So what is being done about alternative fuels? The pathetic hope of substitute steam and electric power seems to have been largely forgotten. However, we are ancient enough to remember gas-bags billowing above cars during WW1 and fuel-producers being towed behind ‘buses and cars in WW2. Wars drove us to look for alternative fuels, so surely the present crisis, if it exists, should accelerate such research? Cylinders of Calor-gas and LPG have been substituted for the petrol tank, but perhaps we should consign to cranks the running of cars on pig-dung and chicken-manure. As recently as last February Motor Sport referred in its Editorial to benzole produced from British coal as a possible fuel for i.c. engines. Benzole was a fuel much publicised and favoured in the 1920s and earlier. It would be interesting to know what proportion of benzole there is in today’s National Benzole petrol, now that the Company’s tankers and pumps proclaim only NATIONAL. Perhaps an appropriate PRO, a breed unkindly referred to as “presstitutes” by Gilbert Harding, but who have been mostly very helpful to Motor Sport, will tell us, and also whether the use of more benzole could postpone the threatened petrol famine?

Motor racing has endeavoured to point the way to alternative fuels. Just after the turn of the century the French Minister of Agriculture tried to help that Nation’s great and expanding sugarbeet industry to get the alcohol it distilled into motorists’ tanks. The Minister of the Interior (no connection with an alcoholic hang-over) wanted to ban racing but was over-ruled and the 1902 Circuit du Nord was run, solely on this alternative to petrol. It was won by Farman’s Panhard at 44.8 m.p.h. for the 537 miles, a Darracq taking the Light car class, a Renault the voiturette category. In memory of the 56 competitors who faced horrible rainstorms to prove that their cars would run well without petrol, and of Jarrott who finished second, also on a Panhard, colliding with the Commissaire of Police in doing so, might we not investigate the possibilities of alcohol as motor-fuel? Its use cannot have been a fluke, for Rigolly ran his Gobron-Brillie on alcohol in other races and Louis Coatalen took records at Brooklands in 1913 with a Sunbeam that was drinking alcohol. In 1936 the idea was revived, in the Mille Miglia no less, with alcoholic Ferraris, Alfa Romeos and Fiats fired from charcoal, and other cars burning a distilate of asphaltic rocks taking part. II Duce, Benito Mussolini, made his chauffeur, Eroole Boratto, compete with his Alfa Romeo, running on Italian national benzole – so it works. Whether it could be made economically practical is another matter.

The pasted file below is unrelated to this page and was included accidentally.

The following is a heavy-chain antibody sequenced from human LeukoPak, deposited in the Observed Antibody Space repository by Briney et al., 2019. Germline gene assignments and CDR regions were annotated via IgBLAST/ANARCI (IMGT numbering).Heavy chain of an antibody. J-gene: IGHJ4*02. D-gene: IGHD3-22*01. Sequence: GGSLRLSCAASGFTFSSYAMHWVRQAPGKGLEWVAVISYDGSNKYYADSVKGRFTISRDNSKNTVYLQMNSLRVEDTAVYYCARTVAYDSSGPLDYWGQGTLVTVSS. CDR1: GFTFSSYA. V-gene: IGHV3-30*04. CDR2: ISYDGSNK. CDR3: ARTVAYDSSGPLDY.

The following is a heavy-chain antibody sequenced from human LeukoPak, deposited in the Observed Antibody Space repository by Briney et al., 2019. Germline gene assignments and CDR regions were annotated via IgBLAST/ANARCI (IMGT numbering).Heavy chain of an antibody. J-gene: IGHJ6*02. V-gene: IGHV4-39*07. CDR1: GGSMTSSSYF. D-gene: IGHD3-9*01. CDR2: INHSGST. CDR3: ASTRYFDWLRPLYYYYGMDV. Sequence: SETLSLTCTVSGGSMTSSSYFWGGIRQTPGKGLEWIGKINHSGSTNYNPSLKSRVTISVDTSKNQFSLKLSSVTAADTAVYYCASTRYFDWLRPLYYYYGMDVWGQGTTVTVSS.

Since TV has materially reduced patronage of the public houses and the rightly strict edicts about not drinking-and-driving have still further reduced beer and spirit consumption, those who dabble in alcohol should surely be anxious to have a stake in this fluid finding its way into our tanks as well as into our glasses. Ironically, although alcohol has been used for racing engines for many years, this has been to cool the internals (the opposite effect of alcohol on humans), at the expense of good m.p.g. returns, and present-day F1 cars have to run on pump petrol, although permitted wide-tread tyres, aerofoils, side skirts and other advanced aids about the chassis.

If motoring is really going to come one day to a petrol-less halt, shouldn’t some thought be devoted now to the employment of sugar beet, benzole made from coal, alcohol, or whatever, for burning in internal-combustion engines? However, should this seem nonsense to the boffins, may we remind them that this Editorial is due to appear on April Fool’s Day . . . .